Melbourne is a truly fantastic city – where Sydney is perhaps a little too brash and obvious for some people, Melbourne is the perfect antidote to this.  It is a city well rooted in its past, it has some fabulous architecture and offers its residents a very high quality of life.  In 2004 it was ranked as the second best city in the world for expatriates to live in by the Economist Intelligence Unit, and really, it’s not hard to see why!

The climate is temperate, the people are somehow calmer than those who prefer Sydney, (!), the vibe is laid back, arty and sophisticated, and on top of all of these positives, the employment landscape in the city is varied and healthy and the educational standards are exceptionally high.  All of these factors add up to make Melbourne a particularly appealing prospect for many who are moving to live in Australia.

If you too are planning a move to Australia and you want to know where to live in Melbourne, in this article we explore the city for you, and bring its main residential districts to life, allowing you to plan where you would like to reside.

The city is made up of the central business district (CBD), out from which all suburbs seem to flow.  Naturally, many professional business persons who relocate to the city are attracted to the suburbs closest to the CBD when looking for housing, this is so that they can find their way around, cut their commute times and be central in terms of accessing not only work but life in Melbourne too.  However, as is often the case, these types of residential district are also amongst the most highly priced!  Consider examining the likes of the City of Melbourne, Docklands, City of Port Philip and Yarra, and then looking more closely at the different communities therein if you too want to be located in the inner-city suburbs.

Fitzroy and Richmond in Yarra are popular – with Richmond quite a café and boutique type place overall, and South Yarra a particularly in demand address – with price tags to match.  The district has some stunning properties, it’s a short commute to the CBD and is adjacent to the Royal Botanic Gardens and Fawkner Park, meaning that families dream of living here.  Docklands and St. Kilda have been recently upgraded, the latter is a Victorian seaside suburb and thus very appealing for obvious reasons.  It was once a bit of a no go area unless you liked the seedier side of town, but nowadays it has pretty much been restored to its former glory!  The only real downside with the inner-city suburbs is the fact that median rental and purchase pricing is high-end.

If you want popular but more affordable, then the suburbs to the south east are ideal.  These suburbs do sprawl however, and so commute times can be longer and journeys can be a bit more complicated, so if you’re doing your housing search on the internet, don’t necessarily be tempted to sign up without checking out the property, the district and the accessibility of them both.  Berwick is particularly in demand as it is home to some top notch public schools, and for families the likes of Bentleigh, East Bentleigh, Cheltenham, McKinnon, Chelsea and Parkdale are in demand as they have good state schools, they’re close to the bay, considered safe and very family friendly.  However, the likes of Parkdale and Chelsea are an hour’s commute time into the CBD…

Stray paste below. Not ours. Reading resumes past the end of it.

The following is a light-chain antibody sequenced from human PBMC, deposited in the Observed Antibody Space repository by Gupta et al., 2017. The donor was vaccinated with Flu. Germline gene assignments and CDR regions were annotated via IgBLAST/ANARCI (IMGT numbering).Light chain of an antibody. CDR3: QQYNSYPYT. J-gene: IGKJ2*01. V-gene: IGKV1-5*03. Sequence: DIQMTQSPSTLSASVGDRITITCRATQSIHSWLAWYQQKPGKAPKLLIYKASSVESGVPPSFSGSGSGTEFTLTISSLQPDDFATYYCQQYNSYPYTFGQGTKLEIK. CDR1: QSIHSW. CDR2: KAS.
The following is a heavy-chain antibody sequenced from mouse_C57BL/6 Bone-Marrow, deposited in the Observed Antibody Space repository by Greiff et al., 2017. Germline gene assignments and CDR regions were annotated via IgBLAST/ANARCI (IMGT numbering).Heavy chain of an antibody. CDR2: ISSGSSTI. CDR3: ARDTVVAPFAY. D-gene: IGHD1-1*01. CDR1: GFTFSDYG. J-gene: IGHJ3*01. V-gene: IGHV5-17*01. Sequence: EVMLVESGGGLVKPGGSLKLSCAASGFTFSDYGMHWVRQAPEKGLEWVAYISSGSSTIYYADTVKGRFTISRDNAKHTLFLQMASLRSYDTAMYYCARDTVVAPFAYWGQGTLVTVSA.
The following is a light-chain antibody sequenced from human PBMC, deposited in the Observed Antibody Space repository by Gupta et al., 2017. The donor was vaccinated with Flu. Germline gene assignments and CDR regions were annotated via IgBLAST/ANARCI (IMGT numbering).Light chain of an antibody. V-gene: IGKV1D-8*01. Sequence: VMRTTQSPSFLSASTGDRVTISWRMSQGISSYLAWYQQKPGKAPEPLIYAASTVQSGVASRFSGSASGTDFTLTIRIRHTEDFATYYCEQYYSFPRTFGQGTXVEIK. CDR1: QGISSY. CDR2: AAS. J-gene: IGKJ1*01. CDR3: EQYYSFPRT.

For more affordable and accessible suburbs you need to head north – however these districts are less popular and less fashionable.  For some people the opportunities they find in the likes of Craigieburn, Sunbury and Greenvale far outweigh the lack of prestige that their address carries though!  This is because gardens and houses are bigger, more spread out and generally peaceful than in some other, more popular districts!  Alternatively, for more of a balance between popularity and pricing you could try the eastern suburbs where commute times can be long, but properties are also quite spacious and relatively affordable.  Try the likes of Balwyn and North Balwyn for decent prices, decent schools – but be prepared for fairly lengthy commute times.  And finally, if you head west you will find fewer commuters and therefore less stress on the rush hour roads, decent school offerings and some affordable prices too.  Popular are Caroline Springs and Cairnlea – alternatives are historic and beautiful Williamstown with its cafes or newish Point Cook.

The thing with Melbourne is that it really does have something for everyone – you just need to spend time exploring the city and its suburbs and surroundings to make sure you get the very best out of it.  If you’re emigrating to Australia and Melbourne is your destination, we would strongly advise you to rent a property for a maximum of three months and spend all that time getting to know the city.  You will happen upon the district that feels right for you and your family, and then you can find the ideal home once you’re actually living in Australia.